|Title:||The Constellations: An Enthusiasts Guide To The Night Sky|
|Authors:||Lloyd Motz and Carol Nathanson|
|Number of pages:||411|
This well-written book contains a wealth of information as to popular constellations as they appear in the heavens. We begin with the concept of the earth‚Äôs position in relation to our views of the sky with chapters of Ursa Major (the Big Dipper) and Ursa Minor (the Little Dipper). We continue with other circumpolar sky figures including Draco, the Dragon, Cassiopeia the Queen, Cepheus the King, Camelopardus the Giraffe, and so forth. Interesting objects within are Herschel Garnet Star, Variable Stars, S and U Cephei, selected clusters and galaxies. The book touches on classical mythology and several historical plates can be found of Hercules and other popular characters.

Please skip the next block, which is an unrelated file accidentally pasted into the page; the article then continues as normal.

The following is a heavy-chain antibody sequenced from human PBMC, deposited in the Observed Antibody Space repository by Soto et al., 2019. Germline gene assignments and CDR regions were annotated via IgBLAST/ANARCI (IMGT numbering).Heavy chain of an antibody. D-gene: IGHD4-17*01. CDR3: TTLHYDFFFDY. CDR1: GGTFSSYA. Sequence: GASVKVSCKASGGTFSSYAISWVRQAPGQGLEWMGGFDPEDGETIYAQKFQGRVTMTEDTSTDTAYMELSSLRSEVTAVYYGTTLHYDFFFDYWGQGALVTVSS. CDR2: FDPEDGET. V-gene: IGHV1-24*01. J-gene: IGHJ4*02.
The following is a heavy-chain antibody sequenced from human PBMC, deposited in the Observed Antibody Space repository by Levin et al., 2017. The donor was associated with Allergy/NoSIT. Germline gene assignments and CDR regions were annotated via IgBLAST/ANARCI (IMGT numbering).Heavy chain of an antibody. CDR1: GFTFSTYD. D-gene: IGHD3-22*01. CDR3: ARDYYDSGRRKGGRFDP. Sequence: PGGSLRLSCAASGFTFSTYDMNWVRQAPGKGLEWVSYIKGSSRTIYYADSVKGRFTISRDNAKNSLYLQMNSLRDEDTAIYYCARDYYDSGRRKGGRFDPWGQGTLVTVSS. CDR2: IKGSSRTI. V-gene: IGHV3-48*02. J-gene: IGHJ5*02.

The next Chapters break down the sky in terms of the four seasons, Winter, Spring, Summer, and Fall with subsections of the well-known constellations within. Orion and his surrounding stick figures, for example, are an extremely rich in interstellar deletes. The authors take full advantage in reviewing the conflicting names of the stars Saiph, the eclipsing binaries of Mintaka and the Super red giant Betelgeuse, Rigel. Belt and sword stars are presented in some detail as well as the Horsehead, the Great Nebula M-42 and Trapezium. The format of interesting objects, as well as a certain amount of history with an occasional amount of mythology, is replicated throughout the book.
Benefits the amateur astronomer who can already identify the well known constellations but whats to understand the most popular objects within each.